Scourge of the South China Sea

Ching Shih

YouTube/Wikimedia Commons/ATI Composite – Ching Shih

Sixteen-year-old Robin Burgess approached the waves on the shore a private island off Macau, the beach more pristine than even those of the big island of Hawaii. She moved with an exaggerated swagger, rather than a sensual movement to her hips. Her lithe cocoa skin was barely attired in her cream-colored bikini, though no man or boy was present to witness. On this summer vacation, she meant to conquer the sea, not merely swim in it, as she clutched her fins in one hand, and her mask and snorkel in the other.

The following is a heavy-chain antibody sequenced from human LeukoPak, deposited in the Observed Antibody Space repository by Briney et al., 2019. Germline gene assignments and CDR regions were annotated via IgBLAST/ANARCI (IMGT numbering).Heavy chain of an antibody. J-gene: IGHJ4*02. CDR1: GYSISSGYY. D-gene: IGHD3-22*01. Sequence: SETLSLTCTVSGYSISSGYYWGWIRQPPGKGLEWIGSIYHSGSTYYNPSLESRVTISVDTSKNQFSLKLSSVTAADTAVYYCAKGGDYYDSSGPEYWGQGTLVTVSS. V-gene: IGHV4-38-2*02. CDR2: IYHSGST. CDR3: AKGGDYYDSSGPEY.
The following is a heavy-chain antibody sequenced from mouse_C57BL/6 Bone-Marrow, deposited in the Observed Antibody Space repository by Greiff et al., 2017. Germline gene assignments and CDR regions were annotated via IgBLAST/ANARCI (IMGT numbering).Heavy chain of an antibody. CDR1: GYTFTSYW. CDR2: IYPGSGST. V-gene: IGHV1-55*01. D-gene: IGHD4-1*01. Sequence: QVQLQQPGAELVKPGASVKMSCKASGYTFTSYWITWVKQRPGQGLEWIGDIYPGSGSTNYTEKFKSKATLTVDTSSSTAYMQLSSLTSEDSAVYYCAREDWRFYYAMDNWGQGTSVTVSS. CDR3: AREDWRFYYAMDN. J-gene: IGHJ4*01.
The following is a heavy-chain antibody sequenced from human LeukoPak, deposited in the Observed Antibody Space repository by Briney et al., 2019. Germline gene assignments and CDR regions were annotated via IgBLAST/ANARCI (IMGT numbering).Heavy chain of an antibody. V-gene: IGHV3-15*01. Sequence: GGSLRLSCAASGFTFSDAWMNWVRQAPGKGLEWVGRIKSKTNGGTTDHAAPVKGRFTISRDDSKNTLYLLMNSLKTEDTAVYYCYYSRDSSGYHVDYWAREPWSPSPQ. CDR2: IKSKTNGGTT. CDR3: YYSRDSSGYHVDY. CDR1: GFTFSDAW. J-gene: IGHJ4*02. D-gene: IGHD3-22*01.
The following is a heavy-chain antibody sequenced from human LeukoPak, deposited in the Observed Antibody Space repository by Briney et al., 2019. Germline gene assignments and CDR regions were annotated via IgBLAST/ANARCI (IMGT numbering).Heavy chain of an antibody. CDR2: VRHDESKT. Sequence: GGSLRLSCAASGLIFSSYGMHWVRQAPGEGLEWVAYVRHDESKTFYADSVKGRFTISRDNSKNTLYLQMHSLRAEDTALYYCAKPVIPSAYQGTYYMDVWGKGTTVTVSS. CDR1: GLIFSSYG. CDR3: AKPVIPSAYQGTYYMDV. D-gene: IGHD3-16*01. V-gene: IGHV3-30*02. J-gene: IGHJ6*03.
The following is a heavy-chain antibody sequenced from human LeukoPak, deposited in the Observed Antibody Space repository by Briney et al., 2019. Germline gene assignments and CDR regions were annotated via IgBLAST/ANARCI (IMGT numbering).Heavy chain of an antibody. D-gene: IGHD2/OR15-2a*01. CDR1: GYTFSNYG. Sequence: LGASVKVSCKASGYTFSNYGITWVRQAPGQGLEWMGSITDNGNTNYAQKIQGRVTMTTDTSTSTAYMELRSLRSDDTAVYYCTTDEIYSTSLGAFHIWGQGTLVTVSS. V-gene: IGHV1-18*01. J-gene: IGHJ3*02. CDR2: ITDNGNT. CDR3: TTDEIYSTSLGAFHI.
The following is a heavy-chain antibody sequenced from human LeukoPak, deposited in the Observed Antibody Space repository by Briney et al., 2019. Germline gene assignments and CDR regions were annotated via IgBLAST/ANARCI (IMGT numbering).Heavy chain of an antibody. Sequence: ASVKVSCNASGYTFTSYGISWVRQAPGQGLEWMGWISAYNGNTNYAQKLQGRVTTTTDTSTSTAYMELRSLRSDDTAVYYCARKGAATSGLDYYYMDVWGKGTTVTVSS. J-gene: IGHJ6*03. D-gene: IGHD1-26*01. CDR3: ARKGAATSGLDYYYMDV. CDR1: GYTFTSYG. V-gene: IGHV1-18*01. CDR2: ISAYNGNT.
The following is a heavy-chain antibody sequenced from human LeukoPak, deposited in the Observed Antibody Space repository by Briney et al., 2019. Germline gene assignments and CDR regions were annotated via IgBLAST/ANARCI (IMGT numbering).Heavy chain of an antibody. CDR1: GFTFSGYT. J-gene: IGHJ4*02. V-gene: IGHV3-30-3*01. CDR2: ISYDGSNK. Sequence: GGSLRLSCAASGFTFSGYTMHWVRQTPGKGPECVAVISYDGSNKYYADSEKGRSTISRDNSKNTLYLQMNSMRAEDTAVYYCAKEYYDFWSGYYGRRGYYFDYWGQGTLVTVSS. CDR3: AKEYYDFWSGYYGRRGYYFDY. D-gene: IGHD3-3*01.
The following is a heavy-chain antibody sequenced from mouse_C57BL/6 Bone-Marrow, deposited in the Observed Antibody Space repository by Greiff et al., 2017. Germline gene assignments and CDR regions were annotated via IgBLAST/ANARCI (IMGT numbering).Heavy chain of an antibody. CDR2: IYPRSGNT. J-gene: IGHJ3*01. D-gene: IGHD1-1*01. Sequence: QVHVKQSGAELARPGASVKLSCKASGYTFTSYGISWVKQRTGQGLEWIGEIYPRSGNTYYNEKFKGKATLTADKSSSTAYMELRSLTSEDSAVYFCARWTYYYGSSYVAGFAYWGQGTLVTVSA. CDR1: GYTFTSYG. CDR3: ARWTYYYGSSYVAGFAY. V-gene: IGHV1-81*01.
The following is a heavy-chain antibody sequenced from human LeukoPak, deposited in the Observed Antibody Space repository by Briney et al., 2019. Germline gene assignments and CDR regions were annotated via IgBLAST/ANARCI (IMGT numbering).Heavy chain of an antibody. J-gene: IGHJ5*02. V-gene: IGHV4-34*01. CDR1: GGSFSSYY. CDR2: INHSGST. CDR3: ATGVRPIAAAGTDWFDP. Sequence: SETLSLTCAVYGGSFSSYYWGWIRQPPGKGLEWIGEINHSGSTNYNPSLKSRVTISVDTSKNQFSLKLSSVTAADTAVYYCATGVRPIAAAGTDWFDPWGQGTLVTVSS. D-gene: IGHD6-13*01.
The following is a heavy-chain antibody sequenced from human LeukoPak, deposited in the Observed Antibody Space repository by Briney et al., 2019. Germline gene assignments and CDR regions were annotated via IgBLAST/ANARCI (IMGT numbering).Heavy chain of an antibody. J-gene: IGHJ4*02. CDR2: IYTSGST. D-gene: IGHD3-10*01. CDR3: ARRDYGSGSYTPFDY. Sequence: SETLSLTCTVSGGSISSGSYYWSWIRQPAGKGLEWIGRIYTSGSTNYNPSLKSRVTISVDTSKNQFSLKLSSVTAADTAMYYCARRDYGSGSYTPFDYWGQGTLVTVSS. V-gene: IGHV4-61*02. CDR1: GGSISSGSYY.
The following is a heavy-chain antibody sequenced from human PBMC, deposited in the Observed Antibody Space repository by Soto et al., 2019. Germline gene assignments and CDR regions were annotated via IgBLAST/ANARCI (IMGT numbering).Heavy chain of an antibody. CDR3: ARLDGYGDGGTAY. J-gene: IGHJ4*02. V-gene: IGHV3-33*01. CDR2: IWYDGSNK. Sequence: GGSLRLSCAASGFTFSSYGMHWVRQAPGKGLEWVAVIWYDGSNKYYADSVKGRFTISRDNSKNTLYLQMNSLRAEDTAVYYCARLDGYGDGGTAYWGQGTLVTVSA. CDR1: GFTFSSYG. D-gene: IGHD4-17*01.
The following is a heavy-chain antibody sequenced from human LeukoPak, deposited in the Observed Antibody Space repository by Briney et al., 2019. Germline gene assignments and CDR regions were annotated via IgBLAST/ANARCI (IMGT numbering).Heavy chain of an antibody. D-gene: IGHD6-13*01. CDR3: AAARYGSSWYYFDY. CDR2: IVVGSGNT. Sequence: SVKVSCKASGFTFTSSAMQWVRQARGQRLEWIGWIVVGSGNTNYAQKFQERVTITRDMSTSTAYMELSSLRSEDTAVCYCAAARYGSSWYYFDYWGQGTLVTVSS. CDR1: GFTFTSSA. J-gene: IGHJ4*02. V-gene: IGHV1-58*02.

Upon donning her undersea accessories, she plunged into the surf, finally achieving propinquity with shell and finned fish alike. One of her companions was a small Tiger Shark, but it seemed more curious than threatening.

Off shore some minutes later, she surfaced to investigate the appearance of a Chinese Junk, the name Nene emblazoned on her bow accompanied by a painting of a gray-brown goose.

“The legends are true and she’s here right on time.”

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